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Bioethical Issues in Disclosing APOE Genetic Information in Research Programmes

From: Asian Bioethics Review
Volume 5, Issue 2, June 2013
pp. 85-92 | 10.1353/asb.2013.0008

In lieu of an abstract, here is a brief excerpt of the content:


Alzheimer’s disease (AD) is the most common type of dementia in the United States, with a prevalence expected to increase dramatically in coming decades.1 Currently there are approximately 4.5 million persons with AD and the figure is anticipated to rise over 13 million by 2050 as the population ages.2 In Singapore, the prevalence rate of people with dementia aged 65 years and above is about 6.2% and this number is estimated to double every 20 years until 2050.3

The escalating cost of healthcare is expected to be dominated by care provided for the elderly. The need to keep health expenditure within affordable limits by focusing on disease prevention and health promotion, and containing the high costs of hospital care is being emphasised.4 Currently, there is no available pharmacologic intervention that can arrest the pathophysiologic deterioration in AD. Although efforts to develop disease-modifying drugs continue, resources are also being mobilised to delineate AD risk factors and implement preventive measures in a concerted effort to forestall the anticipated AD epidemic.5

Apolipoprotein E and Alzheimer’s Disease

Autosomal dominant genes — amyloid precursor protein (APP), presenilin 1 (PSEN 1), presenilin 2 (PSEN 2) — are strongly associated with the early onset forms of AD.6 Genetic testing already occurs for these rare familial forms of AD, with counselling procedures based on the Huntington’s disease testing model.7 However, these mutations account for a very small proportion of AD cases.

For the far more common variant, there have been massive efforts to discover susceptibility genes. The only gene associated with AD that has been consistently replicated is Apolipoprotein E (APOE) gene which encodes a protein involved in cholesterol transport. APOE gene exists in three isoforms (ε2, ε3, ε4), differing by single amino acid substitutions.8 There have been many publications concerning the extent of increased risk of possessing APOE ε4 allele. The ε4 allele was found to be associated with an increased risk for the late onset AD (LOAD).9 The degree of risk varies depending upon whether the individual carries one or two ε4 alleles.10 Comparing with ε3/ε3 individuals, the odds ratios of developing the disease have been estimated in a seminal study to be 3.2 (95% confidence interval, 2.9–3.5) and 11.6 (95% confidence interval, 8.9–15.4) for carriers of one or two ε4 alleles, respectively.9 The lifetime risk of contracting AD may increase from 9% in ε4-negative persons to 29% for carriers of a single ε4 allele.11 Finally, the appearance of AD symptoms in ε4 carriers may be accelerated by one to two decades,9 and conversion from mild cognitive impairment (MCI) to incipient AD expedited.12 Several studies have also suggested that the presence of an ε2 allele may play a protective role against developing AD.13,14 Many studies about the effects of the ε4 allele suggest that it influences the age at which AD occurs, rather than the overall lifetime risk for AD.1416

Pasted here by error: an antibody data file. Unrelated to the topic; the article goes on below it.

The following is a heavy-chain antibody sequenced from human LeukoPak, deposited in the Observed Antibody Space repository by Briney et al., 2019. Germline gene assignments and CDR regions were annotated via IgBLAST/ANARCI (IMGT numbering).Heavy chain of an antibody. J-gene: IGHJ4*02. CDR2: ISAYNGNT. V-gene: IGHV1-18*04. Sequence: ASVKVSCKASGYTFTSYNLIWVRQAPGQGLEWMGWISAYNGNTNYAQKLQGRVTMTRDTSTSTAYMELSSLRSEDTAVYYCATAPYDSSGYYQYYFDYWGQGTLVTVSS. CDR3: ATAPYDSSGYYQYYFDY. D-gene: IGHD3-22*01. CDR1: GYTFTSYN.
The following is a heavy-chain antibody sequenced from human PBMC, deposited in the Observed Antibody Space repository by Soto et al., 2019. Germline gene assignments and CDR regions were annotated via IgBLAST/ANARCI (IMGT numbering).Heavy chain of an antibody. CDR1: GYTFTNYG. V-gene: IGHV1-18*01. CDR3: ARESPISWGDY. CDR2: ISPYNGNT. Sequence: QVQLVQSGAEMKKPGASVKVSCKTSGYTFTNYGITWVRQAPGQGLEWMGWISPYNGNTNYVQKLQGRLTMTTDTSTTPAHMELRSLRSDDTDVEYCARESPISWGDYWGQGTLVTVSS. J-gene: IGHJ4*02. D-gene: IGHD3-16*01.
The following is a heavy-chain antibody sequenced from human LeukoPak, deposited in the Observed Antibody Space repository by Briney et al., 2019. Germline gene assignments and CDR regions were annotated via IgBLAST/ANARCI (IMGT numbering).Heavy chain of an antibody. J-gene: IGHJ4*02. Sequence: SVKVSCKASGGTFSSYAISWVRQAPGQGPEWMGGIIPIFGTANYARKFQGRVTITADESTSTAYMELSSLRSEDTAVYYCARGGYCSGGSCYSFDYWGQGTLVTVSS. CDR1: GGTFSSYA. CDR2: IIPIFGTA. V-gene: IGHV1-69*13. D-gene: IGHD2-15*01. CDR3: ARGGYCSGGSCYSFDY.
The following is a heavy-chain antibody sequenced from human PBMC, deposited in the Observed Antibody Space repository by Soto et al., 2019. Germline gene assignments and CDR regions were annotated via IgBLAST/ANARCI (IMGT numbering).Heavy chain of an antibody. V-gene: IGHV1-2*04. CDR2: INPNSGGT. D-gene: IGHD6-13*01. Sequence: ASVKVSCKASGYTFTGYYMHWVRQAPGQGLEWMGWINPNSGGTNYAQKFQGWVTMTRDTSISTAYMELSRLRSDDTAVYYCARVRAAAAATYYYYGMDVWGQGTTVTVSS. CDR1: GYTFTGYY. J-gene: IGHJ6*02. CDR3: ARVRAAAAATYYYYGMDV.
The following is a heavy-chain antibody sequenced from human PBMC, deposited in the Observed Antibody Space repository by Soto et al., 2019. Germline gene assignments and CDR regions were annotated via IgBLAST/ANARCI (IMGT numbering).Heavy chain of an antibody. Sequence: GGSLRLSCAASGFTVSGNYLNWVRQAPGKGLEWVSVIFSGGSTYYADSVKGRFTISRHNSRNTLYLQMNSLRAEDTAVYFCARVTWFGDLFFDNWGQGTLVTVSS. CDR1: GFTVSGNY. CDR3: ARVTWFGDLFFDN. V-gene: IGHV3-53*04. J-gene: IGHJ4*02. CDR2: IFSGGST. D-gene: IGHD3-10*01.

APOE Testing: Current Guidelines and Recommendations

Current practice guidelines do not recommend APOE genotyping in cases of dementia and MCI except within the context of clinical or epidemiological research. Moreover, APOE genotyping thus far is not recommended for prognostication in cognitively intact persons.17,18 Nevertheless, it is fairly routine for researchers to determine the APOE genotype of elderly people with cognitive impairment or dementia and in healthy individuals in the context of clinical and epidemiological research.19

The establishment of the Singapore Longitudinal Ageing Study (SLAS) by the Gerontology Research Programme (GRP) is an example of such a research programme.20 The general aims of this project are to track the transition from healthy ageing to functional impairment, illnesses and death, as well as to identify risk and protective factors for these outcomes. Patients and research volunteers of this research are not informed of the test results unless specifically requested for or if the results are deemed to be clinically important (i.e. obligate disclosure).

Ethical Issues in APOE Testing and Disclosure

Although the association of the APOE ε4 allele with AD was identified in 1993, APOE genotyping for predictive purposes is...

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